You are currently viewing Update on Russ: NO LONGER HOMELESS in Ottawa

Update on Russ: NO LONGER HOMELESS in Ottawa

Russ’s original homeless in Ottawa video:

I am in Edmonton volunteering at the Canadian Alliance to End Homelessness conference. It’s probably the best conference in the homeless sector in North America. One of the many reasons I love CAEH is how they engage and integrate homeless people and formerly homeless people into their event. This year, they brought in 150 people with lived and living expertise on homelessness.

I was hanging out in the lived experience lounge that CAEH provides for homeless and formerly people to network and as a safe place to get out of the madness of the conference, which may be a traumatic experience for someone not used to large crowds.

In walks Russ with his friend Chris. I immediately recognized Russ. Back in 2013 or 2014, I interviewed Russ when he was homeless on the streets of Ottawa (the video wasn’t uploaded until 2014 but I believe I interviewed Russ much earlier).

Russ’s story shows that housing ends homelessness. While he was in a shelter, Russ was not able to look for work. Once he got into transitional housing and then his own place, Russ was able to get a job. Russ is living proof that housing first works.

The number one request I get is y’all want updates. Right now, our travel is dependent on of 3rd parties bringing me in for speaking or consulting. I am kind of in awe that just a few weeks ago, I was able to upload an update on Brenda [ and now an update on Russ. I do hope to someday be more intentional with our storytelling so we can provide more updates whenever possible.


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There is a direct correlation between what the general public perceives about homelessness and how it affects policy change. Most people blame homelessness on the person experiencing it instead of the increasing shortage of affordable housing, lack of employment, a living wage or the countless reasons that put a person at risk. This lack of understanding creates a dangerous cycle of misperception that leads to the inability to effectively address the root causes of homelessness.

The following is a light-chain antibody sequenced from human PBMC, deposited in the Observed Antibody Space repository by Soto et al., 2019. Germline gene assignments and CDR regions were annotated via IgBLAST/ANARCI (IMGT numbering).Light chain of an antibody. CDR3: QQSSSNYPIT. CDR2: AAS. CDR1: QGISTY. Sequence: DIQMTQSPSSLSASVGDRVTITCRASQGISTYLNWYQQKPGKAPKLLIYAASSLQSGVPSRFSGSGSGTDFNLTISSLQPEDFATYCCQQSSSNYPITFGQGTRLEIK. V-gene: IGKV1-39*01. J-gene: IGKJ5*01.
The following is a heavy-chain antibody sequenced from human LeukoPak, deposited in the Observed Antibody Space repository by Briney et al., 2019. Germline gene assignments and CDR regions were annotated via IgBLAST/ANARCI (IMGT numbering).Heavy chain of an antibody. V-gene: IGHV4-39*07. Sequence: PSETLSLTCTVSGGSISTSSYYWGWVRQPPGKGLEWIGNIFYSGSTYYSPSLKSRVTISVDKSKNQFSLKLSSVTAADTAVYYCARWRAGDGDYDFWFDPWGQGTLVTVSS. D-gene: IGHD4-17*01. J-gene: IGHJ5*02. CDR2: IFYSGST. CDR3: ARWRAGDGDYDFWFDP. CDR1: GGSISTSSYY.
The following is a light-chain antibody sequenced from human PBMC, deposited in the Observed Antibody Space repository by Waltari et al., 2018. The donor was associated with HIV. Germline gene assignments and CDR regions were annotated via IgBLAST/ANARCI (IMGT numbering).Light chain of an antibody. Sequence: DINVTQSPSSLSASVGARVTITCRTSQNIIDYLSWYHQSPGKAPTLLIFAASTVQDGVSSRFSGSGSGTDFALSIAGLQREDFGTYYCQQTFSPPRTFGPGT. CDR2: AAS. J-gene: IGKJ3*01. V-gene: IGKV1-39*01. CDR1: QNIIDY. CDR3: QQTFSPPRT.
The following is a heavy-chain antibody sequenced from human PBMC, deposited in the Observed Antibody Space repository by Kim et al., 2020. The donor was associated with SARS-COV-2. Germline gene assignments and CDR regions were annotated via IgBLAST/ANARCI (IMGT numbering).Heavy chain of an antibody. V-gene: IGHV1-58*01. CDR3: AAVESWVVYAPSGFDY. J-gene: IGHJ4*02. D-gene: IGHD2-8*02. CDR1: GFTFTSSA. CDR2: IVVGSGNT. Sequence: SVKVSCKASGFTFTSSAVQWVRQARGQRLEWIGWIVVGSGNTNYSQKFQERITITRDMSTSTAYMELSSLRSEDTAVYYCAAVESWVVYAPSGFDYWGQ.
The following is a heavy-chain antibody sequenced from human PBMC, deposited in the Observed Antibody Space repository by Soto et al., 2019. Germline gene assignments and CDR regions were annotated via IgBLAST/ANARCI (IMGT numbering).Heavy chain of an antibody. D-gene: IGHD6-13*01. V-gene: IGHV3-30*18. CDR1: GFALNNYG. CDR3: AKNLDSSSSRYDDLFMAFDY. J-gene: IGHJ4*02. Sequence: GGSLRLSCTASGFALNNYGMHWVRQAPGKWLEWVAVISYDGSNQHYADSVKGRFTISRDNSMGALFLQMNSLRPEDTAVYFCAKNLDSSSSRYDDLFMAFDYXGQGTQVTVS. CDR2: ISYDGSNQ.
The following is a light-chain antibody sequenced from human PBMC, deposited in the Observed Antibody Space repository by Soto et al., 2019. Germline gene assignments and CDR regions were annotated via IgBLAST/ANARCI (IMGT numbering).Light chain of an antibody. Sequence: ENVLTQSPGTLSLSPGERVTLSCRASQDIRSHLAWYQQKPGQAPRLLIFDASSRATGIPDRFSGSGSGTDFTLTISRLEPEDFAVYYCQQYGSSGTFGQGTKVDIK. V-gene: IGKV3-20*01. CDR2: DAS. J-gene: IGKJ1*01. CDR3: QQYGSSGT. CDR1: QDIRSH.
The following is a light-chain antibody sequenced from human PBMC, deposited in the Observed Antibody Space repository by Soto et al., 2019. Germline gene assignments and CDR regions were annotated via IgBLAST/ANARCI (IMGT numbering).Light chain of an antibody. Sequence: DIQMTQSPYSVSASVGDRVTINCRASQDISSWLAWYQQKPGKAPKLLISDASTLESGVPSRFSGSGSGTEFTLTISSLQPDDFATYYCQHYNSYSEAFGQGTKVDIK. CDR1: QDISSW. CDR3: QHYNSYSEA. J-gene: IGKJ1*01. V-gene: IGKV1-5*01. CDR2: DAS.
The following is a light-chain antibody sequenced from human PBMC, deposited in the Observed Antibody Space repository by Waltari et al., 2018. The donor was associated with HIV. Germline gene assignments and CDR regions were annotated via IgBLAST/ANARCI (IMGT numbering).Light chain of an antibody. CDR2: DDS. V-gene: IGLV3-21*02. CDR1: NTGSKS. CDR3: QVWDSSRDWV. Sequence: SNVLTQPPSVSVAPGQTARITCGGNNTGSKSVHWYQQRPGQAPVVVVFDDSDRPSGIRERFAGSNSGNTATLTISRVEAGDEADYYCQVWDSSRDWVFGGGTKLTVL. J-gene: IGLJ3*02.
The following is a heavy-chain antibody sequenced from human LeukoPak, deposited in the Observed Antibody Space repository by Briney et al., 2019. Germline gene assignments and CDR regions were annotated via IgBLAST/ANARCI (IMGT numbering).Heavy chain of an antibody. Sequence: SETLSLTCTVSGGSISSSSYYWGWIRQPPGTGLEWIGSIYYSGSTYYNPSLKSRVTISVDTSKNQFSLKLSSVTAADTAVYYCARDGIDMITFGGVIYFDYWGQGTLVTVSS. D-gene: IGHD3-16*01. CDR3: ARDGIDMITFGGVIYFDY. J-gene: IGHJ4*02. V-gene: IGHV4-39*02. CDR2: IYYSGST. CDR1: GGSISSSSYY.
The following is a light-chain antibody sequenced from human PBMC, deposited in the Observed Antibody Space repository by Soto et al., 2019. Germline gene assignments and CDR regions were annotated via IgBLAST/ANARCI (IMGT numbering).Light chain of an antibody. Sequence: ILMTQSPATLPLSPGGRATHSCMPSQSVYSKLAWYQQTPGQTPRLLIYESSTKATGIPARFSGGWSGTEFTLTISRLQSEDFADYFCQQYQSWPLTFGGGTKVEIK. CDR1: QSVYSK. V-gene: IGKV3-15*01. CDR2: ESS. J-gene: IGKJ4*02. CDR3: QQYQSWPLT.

We imagine a world where everyone has a place to call home. Each day, we work to fight homelessness by giving it a face while educating individuals about the systemic issues that contribute to its existence. Through storytelling, education, news, and activism, we are changing the narrative on homelessness.

This isn’t just talk. Each year, our groundbreaking educational content reaches more than a billion people across the globe. Our real and unfiltered stories of homelessness shatter stereotypes, demand attention and deliver a call-to-action that is being answered by governments, major brands, nonprofit organizations, and everyday citizens just like you.

However, there is more work to be done on the road ahead. Homelessness is undoubtedly one of our biggest societal issues today and will only continue to grow if we don’t take action now.

Invisible People is a 501(c)(3) nonprofit dedicated to educating the public about homelessness through innovative storytelling, news, and advocacy. Since our launch in 2008, Invisible People has become a pioneer and trusted resource for inspiring action and raising awareness in support of advocacy, policy change and thoughtful dialogue around poverty in North America and the United Kingdom.


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